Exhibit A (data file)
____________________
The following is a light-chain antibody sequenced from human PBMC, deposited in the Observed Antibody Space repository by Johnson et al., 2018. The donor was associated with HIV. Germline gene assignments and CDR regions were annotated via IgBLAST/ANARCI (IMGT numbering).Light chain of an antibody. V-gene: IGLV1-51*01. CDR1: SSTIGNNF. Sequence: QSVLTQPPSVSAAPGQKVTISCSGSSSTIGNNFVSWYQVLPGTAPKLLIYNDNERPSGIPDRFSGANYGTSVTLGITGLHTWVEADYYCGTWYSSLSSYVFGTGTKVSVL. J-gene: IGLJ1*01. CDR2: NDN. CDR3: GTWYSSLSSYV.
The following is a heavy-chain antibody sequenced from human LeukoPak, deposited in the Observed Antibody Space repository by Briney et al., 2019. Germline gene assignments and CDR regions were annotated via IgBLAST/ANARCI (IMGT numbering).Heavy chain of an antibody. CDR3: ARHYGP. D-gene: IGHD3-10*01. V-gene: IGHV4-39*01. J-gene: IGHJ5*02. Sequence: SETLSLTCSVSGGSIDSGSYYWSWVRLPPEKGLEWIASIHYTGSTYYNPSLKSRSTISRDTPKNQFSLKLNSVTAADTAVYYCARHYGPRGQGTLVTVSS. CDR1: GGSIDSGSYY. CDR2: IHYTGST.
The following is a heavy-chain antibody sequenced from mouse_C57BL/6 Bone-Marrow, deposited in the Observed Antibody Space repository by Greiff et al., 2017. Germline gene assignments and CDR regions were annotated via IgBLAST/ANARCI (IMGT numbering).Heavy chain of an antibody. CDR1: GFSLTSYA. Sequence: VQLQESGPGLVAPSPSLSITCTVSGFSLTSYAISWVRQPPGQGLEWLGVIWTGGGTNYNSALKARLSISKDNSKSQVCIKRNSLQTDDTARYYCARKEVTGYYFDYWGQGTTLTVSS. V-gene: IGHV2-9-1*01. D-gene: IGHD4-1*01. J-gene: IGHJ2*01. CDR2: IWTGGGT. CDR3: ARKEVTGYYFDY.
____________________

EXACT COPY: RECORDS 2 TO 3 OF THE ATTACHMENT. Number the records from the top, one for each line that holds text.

The following is a heavy-chain antibody sequenced from human LeukoPak, deposited in the Observed Antibody Space repository by Briney et al., 2019. Germline gene assignments and CDR regions were annotated via IgBLAST/ANARCI (IMGT numbering).Heavy chain of an antibody. CDR3: ARHYGP. D-gene: IGHD3-10*01. V-gene: IGHV4-39*01. J-gene: IGHJ5*02. Sequence: SETLSLTCSVSGGSIDSGSYYWSWVRLPPEKGLEWIASIHYTGSTYYNPSLKSRSTISRDTPKNQFSLKLNSVTAADTAVYYCARHYGPRGQGTLVTVSS. CDR1: GGSIDSGSYY. CDR2: IHYTGST.
The following is a heavy-chain antibody sequenced from mouse_C57BL/6 Bone-Marrow, deposited in the Observed Antibody Space repository by Greiff et al., 2017. Germline gene assignments and CDR regions were annotated via IgBLAST/ANARCI (IMGT numbering).Heavy chain of an antibody. CDR1: GFSLTSYA. Sequence: VQLQESGPGLVAPSPSLSITCTVSGFSLTSYAISWVRQPPGQGLEWLGVIWTGGGTNYNSALKARLSISKDNSKSQVCIKRNSLQTDDTARYYCARKEVTGYYFDYWGQGTTLTVSS. V-gene: IGHV2-9-1*01. D-gene: IGHD4-1*01. J-gene: IGHJ2*01. CDR2: IWTGGGT. CDR3: ARKEVTGYYFDY.